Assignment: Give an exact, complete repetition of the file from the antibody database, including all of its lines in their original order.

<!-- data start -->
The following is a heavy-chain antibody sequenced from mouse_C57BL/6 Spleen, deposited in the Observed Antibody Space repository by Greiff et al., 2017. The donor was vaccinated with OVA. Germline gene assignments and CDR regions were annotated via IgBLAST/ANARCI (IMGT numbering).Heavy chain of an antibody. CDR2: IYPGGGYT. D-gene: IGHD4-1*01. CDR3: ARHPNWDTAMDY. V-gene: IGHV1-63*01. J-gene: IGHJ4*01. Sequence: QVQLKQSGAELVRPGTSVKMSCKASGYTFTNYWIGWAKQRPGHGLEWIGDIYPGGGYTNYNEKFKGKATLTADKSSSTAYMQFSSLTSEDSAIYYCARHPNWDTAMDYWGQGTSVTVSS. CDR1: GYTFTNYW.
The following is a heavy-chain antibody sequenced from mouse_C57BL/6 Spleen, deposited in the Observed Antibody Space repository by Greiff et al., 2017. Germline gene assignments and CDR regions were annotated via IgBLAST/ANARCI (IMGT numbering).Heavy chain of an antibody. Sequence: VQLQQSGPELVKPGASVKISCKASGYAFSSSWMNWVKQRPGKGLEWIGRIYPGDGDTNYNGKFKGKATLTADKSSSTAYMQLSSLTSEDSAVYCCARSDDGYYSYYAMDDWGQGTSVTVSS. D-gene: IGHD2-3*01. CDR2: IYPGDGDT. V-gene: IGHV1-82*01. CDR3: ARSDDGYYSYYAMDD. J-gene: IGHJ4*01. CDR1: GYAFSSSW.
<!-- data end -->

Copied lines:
The following is a heavy-chain antibody sequenced from mouse_C57BL/6 Spleen, deposited in the Observed Antibody Space repository by Greiff et al., 2017. The donor was vaccinated with OVA. Germline gene assignments and CDR regions were annotated via IgBLAST/ANARCI (IMGT numbering).Heavy chain of an antibody. CDR2: IYPGGGYT. D-gene: IGHD4-1*01. CDR3: ARHPNWDTAMDY. V-gene: IGHV1-63*01. J-gene: IGHJ4*01. Sequence: QVQLKQSGAELVRPGTSVKMSCKASGYTFTNYWIGWAKQRPGHGLEWIGDIYPGGGYTNYNEKFKGKATLTADKSSSTAYMQFSSLTSEDSAIYYCARHPNWDTAMDYWGQGTSVTVSS. CDR1: GYTFTNYW.
The following is a heavy-chain antibody sequenced from mouse_C57BL/6 Spleen, deposited in the Observed Antibody Space repository by Greiff et al., 2017. Germline gene assignments and CDR regions were annotated via IgBLAST/ANARCI (IMGT numbering).Heavy chain of an antibody. Sequence: VQLQQSGPELVKPGASVKISCKASGYAFSSSWMNWVKQRPGKGLEWIGRIYPGDGDTNYNGKFKGKATLTADKSSSTAYMQLSSLTSEDSAVYCCARSDDGYYSYYAMDDWGQGTSVTVSS. D-gene: IGHD2-3*01. CDR2: IYPGDGDT. V-gene: IGHV1-82*01. CDR3: ARSDDGYYSYYAMDD. J-gene: IGHJ4*01. CDR1: GYAFSSSW.